"I get the flu shot every year because I really believe in prevention and health promotion."
Joyce Desjarlais is a retired Registered Nurse who now lives in Regina. She nursed in many different roles – bedside, administration, education and health policy – for over 40 years. She knows vaccines work, including the yearly influenza vaccine.
“I promote it, teasingly, to everyone I know – friends, family, you name them,” she laughed.
“I was involved in getting the H1N1 flu vaccine to northern and isolated communities, directly administering vaccines though I was in an administrative role at the time. That’s how strongly I believe in vaccine effectiveness,” she stated.
Immunizations are not only important for individuals, but also for their families and communities.
“The vaccine helps to kick-start our immune response, which is more helpful than anything else if you come into contact with the influenza virus,” she noted. “The flu shot doesn’t give you the flu; it’s a dead or very weakened virus,” she added, addressing one of the common misconceptions about flu immunization. "Because it takes a couple weeks for the antibodies which provide protection to develop I like to get the shot as early as possible."
Desjarlais grew up in Fort Qu’Appelle before attending nursing school in Regina. She has never been ill with influenza; she credits her yearly flu shot for that, as she’s been getting them for many years.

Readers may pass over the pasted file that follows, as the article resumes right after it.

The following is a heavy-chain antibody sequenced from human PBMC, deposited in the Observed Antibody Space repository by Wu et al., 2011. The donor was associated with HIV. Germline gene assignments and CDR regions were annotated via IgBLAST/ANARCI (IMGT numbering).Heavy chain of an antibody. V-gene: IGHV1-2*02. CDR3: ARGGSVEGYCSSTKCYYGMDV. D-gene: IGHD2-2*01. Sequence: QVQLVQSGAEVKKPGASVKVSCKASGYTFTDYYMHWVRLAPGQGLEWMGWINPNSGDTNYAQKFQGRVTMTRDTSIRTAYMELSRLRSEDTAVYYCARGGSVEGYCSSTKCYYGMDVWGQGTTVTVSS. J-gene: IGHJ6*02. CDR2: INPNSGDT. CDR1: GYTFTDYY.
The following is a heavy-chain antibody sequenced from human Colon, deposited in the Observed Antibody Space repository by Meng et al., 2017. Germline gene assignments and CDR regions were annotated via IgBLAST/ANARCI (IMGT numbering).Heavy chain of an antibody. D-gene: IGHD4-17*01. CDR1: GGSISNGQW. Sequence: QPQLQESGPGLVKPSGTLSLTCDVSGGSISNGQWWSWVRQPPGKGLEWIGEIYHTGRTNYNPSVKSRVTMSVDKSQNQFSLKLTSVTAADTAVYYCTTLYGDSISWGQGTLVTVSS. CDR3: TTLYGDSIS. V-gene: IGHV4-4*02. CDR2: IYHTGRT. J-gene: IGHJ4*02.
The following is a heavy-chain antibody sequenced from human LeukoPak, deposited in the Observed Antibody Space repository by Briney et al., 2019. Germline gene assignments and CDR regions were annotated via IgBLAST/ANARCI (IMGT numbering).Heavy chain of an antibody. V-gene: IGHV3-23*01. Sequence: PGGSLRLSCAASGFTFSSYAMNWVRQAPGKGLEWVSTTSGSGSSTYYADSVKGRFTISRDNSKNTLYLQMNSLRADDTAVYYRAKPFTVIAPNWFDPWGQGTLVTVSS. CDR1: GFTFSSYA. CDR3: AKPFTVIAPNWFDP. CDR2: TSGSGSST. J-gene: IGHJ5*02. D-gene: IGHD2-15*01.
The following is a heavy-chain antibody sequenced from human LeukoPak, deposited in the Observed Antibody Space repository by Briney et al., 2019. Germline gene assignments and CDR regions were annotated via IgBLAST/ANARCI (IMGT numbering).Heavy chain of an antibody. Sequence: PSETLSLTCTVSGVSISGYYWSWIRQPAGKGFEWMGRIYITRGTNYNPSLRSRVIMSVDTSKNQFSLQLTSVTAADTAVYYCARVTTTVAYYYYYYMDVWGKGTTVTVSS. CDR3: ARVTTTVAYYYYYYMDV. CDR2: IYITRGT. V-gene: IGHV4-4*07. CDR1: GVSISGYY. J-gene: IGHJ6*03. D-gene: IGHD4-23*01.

“I believe in vaccines because I believe strongly in prevention as part of a healthy lifestyle, along with healthy eating, exercise, and getting enough sleep,” she smiled. “It’s part of health care for the whole person, and it’s been part and parcel of what myself and my immediate family have done to keep ourselves healthy.”
Receiving the flu shot is even more important this year, with the global COVID-19 pandemic, as it’s vital that individuals remain as healthy as possible to help ensure the whole population stays healthy. Getting the flu shot will help reduce strain on our health care system.
“We need to do everything we can to stay as healthy as we can, given that COVID-19 is in our province,” she noted. “Getting a flu shot is an important part of that effort. The shot may not completely prevent the flu, but will certainly decrease symptoms and complications."
Joyce Desjarlais (left) receives her flu shot at a Regina clinic in October 2020.
For more information on Saskatchewan’s flu season and flu clinics, please visit